- Type: This component refers to the type of activity performed when interrupting sedentary time. Light-intensity activities are recommended. Examples of light-intensity activities include routine household tasks, such as washing dishes or folding laundry. It is also recommended that light-activities be substituted whenever possible for sedentary time. For instance, persons could stand while talking on the telephone or rather than send an email, actually walk to the other person’s office and talk directly to the individual. To facilitate ease of substituting light-intensity activities for sedentary time, a number of modifications to the household or occupational environment can be performed, including removal of chairs from the TV area, positioning computers at a standing height (see Figure 1) and placement of a counter in order for some meals to be consumed while standing (Owen et al., 2011).
Figure 1. Treadmill desks are an excellent option for
reducing sitting time in the workplace. Light-intensity
activity (1.5 to <3.0 METs) on treadmill desks would
equate to 0.7 to 2.6 mph
Key Considerations for Sharing F.I.T.T. Recommendations With Clients
Now that we have familiarized ourselves with the integral components of a F.I.T.T. program to reduce sitting time, let’s turn our attention to several key considerations for sharing this vital information with clients.
Establish realistic expectations for clients: It is important to acknowledge that even with a highly committed client the technological reality of the modern-day world will make it extraordinarily challenging to completely eliminate all sedentary behaviour. This realization ensures appropriate expectations are established for exercise professionals and clients alike.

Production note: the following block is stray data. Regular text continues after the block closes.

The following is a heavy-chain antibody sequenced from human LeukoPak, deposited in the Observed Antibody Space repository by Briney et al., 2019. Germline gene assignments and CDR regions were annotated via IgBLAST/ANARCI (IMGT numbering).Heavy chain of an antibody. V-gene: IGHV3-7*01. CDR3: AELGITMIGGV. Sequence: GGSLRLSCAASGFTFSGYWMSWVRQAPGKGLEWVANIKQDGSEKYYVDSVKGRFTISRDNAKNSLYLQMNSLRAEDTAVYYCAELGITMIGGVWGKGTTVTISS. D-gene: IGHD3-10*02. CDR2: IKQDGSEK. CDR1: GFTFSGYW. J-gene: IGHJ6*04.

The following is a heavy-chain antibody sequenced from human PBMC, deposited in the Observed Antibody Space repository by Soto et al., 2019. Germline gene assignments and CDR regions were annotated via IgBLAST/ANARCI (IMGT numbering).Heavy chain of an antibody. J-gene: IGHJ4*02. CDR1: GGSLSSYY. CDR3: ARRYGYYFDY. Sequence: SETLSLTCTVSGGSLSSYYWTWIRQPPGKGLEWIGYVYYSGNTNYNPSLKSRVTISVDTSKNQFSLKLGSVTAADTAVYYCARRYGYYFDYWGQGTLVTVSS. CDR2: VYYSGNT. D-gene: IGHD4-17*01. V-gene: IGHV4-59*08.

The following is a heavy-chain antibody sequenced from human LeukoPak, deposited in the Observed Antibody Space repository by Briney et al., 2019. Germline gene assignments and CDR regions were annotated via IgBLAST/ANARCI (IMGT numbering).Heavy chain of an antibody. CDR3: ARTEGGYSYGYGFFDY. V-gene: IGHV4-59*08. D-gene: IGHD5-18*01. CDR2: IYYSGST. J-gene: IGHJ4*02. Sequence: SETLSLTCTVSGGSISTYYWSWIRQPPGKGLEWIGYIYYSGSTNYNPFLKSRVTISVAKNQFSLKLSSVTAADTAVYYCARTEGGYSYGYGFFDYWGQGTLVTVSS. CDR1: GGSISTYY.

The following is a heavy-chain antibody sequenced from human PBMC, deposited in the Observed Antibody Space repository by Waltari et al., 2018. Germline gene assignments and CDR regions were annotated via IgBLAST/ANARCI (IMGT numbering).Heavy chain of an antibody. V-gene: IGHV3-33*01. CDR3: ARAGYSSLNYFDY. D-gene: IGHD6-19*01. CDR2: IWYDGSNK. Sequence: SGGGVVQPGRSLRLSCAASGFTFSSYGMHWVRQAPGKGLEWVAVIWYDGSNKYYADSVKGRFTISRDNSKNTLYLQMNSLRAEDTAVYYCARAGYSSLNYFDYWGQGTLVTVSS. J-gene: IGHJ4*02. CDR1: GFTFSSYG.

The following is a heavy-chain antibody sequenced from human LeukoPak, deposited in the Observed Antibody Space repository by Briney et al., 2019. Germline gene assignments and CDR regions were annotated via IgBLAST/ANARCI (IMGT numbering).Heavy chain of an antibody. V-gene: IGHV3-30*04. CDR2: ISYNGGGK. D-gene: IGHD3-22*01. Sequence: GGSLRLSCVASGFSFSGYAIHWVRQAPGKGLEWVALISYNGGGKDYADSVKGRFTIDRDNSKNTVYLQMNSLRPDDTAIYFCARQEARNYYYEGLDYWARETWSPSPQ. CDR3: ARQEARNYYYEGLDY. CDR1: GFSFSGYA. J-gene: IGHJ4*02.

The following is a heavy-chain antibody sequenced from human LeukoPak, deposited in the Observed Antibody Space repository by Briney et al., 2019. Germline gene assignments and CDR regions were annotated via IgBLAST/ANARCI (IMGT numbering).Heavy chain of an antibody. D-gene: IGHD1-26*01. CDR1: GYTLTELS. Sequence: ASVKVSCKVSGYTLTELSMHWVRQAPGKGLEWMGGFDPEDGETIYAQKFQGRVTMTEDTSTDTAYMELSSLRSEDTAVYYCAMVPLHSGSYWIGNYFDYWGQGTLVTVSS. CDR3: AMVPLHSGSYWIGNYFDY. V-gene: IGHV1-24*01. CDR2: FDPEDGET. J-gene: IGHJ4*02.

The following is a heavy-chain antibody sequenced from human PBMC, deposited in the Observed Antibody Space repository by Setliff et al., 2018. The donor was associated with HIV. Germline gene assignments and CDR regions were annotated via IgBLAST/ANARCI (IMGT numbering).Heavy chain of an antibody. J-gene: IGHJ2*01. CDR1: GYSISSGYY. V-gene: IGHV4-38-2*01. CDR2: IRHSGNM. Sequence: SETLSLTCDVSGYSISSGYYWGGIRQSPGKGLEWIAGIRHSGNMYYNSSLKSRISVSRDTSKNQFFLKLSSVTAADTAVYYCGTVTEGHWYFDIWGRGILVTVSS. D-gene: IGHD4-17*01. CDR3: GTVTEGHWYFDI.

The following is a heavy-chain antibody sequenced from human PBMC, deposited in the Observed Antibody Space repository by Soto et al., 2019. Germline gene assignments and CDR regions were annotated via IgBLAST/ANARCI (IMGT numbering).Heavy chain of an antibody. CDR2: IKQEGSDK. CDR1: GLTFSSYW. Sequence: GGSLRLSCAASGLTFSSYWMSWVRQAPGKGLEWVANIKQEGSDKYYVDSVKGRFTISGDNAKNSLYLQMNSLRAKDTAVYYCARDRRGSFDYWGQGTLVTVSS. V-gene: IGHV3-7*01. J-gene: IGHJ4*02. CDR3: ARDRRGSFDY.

Identify the specific domains where sedentary behavior is a problem: When discussing with your client how to reduce sedentary time, it is important to identify the actual domain where sedentary time is problematic. For instance, one client may have a teaching job at which he or she spends long hours sitting at a desk throughout the work week. In this instance, making the recommendation to switch to a walking treadmill desk makes sense. However, for another client for whom sedentary behavior is not concerning in the occupational domain, it would not be prudent to make the same recommendation. In contrast, for the second client, he or she may report getting home at night and spending several hours each evening either on the computer or watching TV. The household domain is the challenging area for this individual with respect to sedentary behavior. In summary, it’s important to match the recommendations for limiting sedentary time to the specific troublesome areas for each individual client.